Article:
Gospel & Culture blog
Every few years, a story comes out about the discovery of previously un-contacted tribes --- usually in the Amazonian jungle. A few days ago the Guardian reported that photographer Ricardo Stuckert's helicopter was diverted, and his flight took him over one such tribe. Stuckert posted his photos of the Indians (this is how they are referred to in the news story) looking up at the helicopter, bows and spears in hand. In 2014, the Guradian had a similar story about un-contacted Indians who fled their home and crossed into Peru to seek help.
I have become curious about why we are so fascinated by the notion of tribes that have little knowledge about the outside world. I have few hunches:
I think the issue warrants more of our attention than just a lookey-loo at people with brown skin, hand-fashioned weapons and loin cloths. Survival International says there are as many as 100 un-contacted tribes, whose land, way of life, and even existence are threatened. The push and pull factors of modernity and cultural preservation is a complicated issue: How do indigenous peoples balance their desires to protect the land, the need for modern medicine, their interest in modern conveniences, their need to have a political voice at the national and international level. Plus, the interests of the national government and international businesses (loggers, oil companies, etc.) are also at play.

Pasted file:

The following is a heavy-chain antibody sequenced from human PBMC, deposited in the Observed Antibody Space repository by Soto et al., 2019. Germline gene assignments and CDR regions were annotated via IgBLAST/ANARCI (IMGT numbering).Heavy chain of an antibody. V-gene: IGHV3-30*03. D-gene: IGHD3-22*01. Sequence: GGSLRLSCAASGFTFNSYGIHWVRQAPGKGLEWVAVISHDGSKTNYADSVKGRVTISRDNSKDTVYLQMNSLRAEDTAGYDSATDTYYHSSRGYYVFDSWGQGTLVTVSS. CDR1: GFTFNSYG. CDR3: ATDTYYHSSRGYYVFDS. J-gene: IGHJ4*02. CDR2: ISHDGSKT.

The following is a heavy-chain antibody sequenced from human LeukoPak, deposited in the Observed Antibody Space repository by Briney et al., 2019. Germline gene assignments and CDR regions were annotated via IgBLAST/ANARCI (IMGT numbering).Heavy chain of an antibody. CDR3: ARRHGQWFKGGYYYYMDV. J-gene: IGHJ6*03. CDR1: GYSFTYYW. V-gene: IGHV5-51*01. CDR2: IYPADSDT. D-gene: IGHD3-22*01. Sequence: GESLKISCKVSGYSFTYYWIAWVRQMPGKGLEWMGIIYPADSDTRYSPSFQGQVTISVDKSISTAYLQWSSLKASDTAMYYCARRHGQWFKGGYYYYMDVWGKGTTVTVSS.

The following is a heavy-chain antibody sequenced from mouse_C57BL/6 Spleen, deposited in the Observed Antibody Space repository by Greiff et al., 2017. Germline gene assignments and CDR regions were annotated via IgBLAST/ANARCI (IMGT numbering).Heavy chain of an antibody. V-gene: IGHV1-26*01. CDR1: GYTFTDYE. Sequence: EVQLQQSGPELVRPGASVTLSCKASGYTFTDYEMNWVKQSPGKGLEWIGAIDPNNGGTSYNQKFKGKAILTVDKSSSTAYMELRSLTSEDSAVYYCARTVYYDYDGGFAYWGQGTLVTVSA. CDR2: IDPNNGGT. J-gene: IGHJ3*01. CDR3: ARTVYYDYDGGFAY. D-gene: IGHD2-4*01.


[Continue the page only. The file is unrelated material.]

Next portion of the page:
Perhaps, without articulating all of these conflicting interests in a nano-second, it's the extremely complicated nature of all of this which catches our imagination and makes us stop to look at the stories about the discoveries of unknown tribes.
© 2015 Kenneth Nehrbass. All Rights Reserved.
Kenneth Nehrbass, Ph.D.
Professor at Biola University, Author, Pastor